If someone has ever told you, “It’s just a phase,” chances are it was intended as a consolation or a word of encouragement. More than likely, what they meant was, “Don’t worry. You can survive this. It won’t last forever.”
When I first became a mother and my colicky son was crying for hours after each feeding I needed to know there was hope for a different tomorrow. I needed to know there would come a day when I didn’t smell like baby vomit and when the child I loved didn’t hate me for trying to feed him.
There’s a lot of truth to the idea that your current relationship with your child is “Just a Phase.” But that’s not to suggest that, as parents, we should grit our teeth and hold out for the next phase to come. A phase isn’t something to wish away or hurry past. Because once a phase is over, it’s over.
We only have the opportunity to know our child once as a three-year-old. After 52 short weeks, they turn four. Sure, moving to the next phase means they will stop throwing catastrophic tantrums when you insist they cannot finish the half-eaten breakfast bar they just discovered under their car seat. But it also might mean fewer spontaneous giggles. It might mean they finally discover “bulzoder” is actually pronounced “bulldozer.” It might mean you have to start answering some questions you weren’t quite ready for.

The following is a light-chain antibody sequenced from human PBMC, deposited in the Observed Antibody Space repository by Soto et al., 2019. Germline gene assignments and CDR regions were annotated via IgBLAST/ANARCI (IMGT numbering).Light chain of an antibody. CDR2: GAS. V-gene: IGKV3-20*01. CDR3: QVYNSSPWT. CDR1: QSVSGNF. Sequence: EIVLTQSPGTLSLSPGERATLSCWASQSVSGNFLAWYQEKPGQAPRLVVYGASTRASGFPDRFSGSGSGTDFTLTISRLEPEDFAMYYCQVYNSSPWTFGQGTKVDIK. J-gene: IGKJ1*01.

Related: Don’t Miss It – Know Your Kids
Whether your child is a toddler, an elementary age kid, a middle schooler, or a high schooler, they’re in a phase.
And the phase won’t last for long.
Every phase is a timeframe in a kid’s life when you can leverage distinctive opportunities to influence their future.
But in order to leverage the opportunities of each phase, you have to show up for it.
That may sound obvious, but it can be incredibly challenging at the same time.
It’s easy to get stuck in the phase that came before. It’s baffling at times when you realize your child isn’t the same person you thought you knew last year. When their interests change, or their preferences change, it can be hard to keep up. (Of course, if you have a seventh grader, they will probably let you know pretty fast when you make this mistake).
It’s easy to rush into the phase that should come later. Maybe it’s because we’re ready to watch a new movie, read a new book, or play a new game, so we stretch the age-limit just a touch. Maybe it’s because—lets face it—if we can get our son to shoot a basketball through a ten-foot goal when he’s six, we’ve earned serious bragging rights. But childhood isn’t meant to be rushed. If we’re always in a hurry to get to the next phase, we can miss what is unique about the phase our kids are currently in.
So, whatever phase your child is in, remember there is something remarkable happening right now. This phase won’t last forever. Don’t rush the clock. Don’t wish away the moments you have. It’s just a phase…don’t miss it.
To read more from Kristen and connect with The Phase Project, visit their website, www.justaphase.com.